Open-Source Databases Spreading Like Rabbits

By Lisa Vaas  |  Posted 2005-10-21 Print this article Print

They're jumping in popularity and they're safer, too: Open-source database adoption has shot up 20 percent in the last six months, according to new research, and findings show that they suffer substantially fewer security breaches than their proprietary k

Open-source database adoption has shot up 20 percent in the last six months, according to new research. Evans Data Corp.s Fall 2005 Database Development Survey, released on Tuesday, found that deployment of MySQL, for example, increased by more than 25 percent in that time. The open-source database is being used by 44 percent of 400 surveyed developers, according to the survey. Its a stretch to think that Oracle has ruthless plans to destroy MySQL, claims Charles Garry. Click here to read his column.
Regarding security, Evans Data found that proprietary database servers are more likely to have suffered a security breach in the past year than their open-source brethren. Only about 9 percent of developers working with open-source databases suffered breaches last year, compared with about 15 percent of those working with proprietary databases.
In its report, Evans Data noted that its survey attempted to track direct exploits against databases that result in financial damage or privacy violations, as opposed to virus attacks that try to hamstring e-mail systems or exploit desktop system vulnerabilities. These direct database assaults are often caused by malicious viruses or worms launched at directly disrupting either files or the operating system supporting the database. Internal threats from employee error or deliberate attack were also considered, according to the report. Proprietary databases most common weakness was network intrusions. For open-source databases, user authentication was the most likely source of breach. In other database findings, the survey found that more than 60 percent of respondents said their companies can recover mission-critical database systems in less than an hour. Some 20 percent said they could do so in less than 5 minutes. Eight percent reported that it would take more than 12 hours to restore access to data. As far as mobile databases go, some 75 percent of developers have plans to roll them out. Thirty-two percent said theyre currently deploying or plan to deploy mobile database applications in the coming six months. Another 70 percent of developers plan to deploy embedded databases, and 24 percent are doing so now. Check out eWEEK.coms for the latest database news, reviews and analysis.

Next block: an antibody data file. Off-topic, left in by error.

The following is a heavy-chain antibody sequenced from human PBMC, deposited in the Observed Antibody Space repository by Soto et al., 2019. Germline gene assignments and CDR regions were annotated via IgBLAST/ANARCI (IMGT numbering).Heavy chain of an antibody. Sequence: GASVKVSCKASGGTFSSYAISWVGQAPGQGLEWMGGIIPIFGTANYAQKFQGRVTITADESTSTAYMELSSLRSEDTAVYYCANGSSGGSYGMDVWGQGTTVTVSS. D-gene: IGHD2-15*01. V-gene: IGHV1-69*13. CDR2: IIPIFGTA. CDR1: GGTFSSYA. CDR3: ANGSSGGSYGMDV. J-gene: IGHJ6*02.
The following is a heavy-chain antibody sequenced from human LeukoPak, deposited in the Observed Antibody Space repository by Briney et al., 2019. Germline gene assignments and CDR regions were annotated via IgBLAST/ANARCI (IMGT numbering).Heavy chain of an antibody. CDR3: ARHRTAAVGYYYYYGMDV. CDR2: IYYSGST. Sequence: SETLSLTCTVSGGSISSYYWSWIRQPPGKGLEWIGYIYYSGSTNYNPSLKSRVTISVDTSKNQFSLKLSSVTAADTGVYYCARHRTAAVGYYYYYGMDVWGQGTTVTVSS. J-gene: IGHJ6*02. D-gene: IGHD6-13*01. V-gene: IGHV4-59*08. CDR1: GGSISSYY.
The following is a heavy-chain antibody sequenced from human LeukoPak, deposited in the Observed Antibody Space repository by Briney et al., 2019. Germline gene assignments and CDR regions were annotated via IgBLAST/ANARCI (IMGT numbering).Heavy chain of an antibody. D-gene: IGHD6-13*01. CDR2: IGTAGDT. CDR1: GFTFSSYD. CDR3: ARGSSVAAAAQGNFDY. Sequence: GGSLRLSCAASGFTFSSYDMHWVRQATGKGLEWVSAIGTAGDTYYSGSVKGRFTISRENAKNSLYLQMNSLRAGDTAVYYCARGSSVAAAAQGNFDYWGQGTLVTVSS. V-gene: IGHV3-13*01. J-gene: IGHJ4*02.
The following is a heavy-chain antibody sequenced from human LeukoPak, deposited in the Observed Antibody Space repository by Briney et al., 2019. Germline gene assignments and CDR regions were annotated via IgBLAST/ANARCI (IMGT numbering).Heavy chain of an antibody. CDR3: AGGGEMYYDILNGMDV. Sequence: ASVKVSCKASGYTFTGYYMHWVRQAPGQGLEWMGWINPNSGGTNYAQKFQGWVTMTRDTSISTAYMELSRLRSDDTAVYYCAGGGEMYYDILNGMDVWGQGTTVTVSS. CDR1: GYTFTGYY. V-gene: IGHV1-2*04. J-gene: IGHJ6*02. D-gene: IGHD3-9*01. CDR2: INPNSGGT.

Lisa Vaas is News Editor/Operations for and also serves as editor of the Database topic center. Since 1995, she has also been a Webcast news show anchorperson and a reporter covering the IT industry. She has focused on customer relationship management technology, IT salaries and careers, effects of the H1-B visa on the technology workforce, wireless technology, security, and, most recently, databases and the technologies that touch upon them. Her articles have appeared in eWEEK's print edition, on, and in the startup IT magazine PC Connection. Prior to becoming a journalist, Vaas experienced an array of eye-opening careers, including driving a cab in Boston, photographing cranky babies in shopping malls, selling cameras, typography and computer training. She stopped a hair short of finishing an M.A. in English at the University of Massachusetts in Boston. She earned a B.S. in Communications from Emerson College. She runs two open-mic reading series in Boston and currently keeps bees in her home in Mashpee, Mass.

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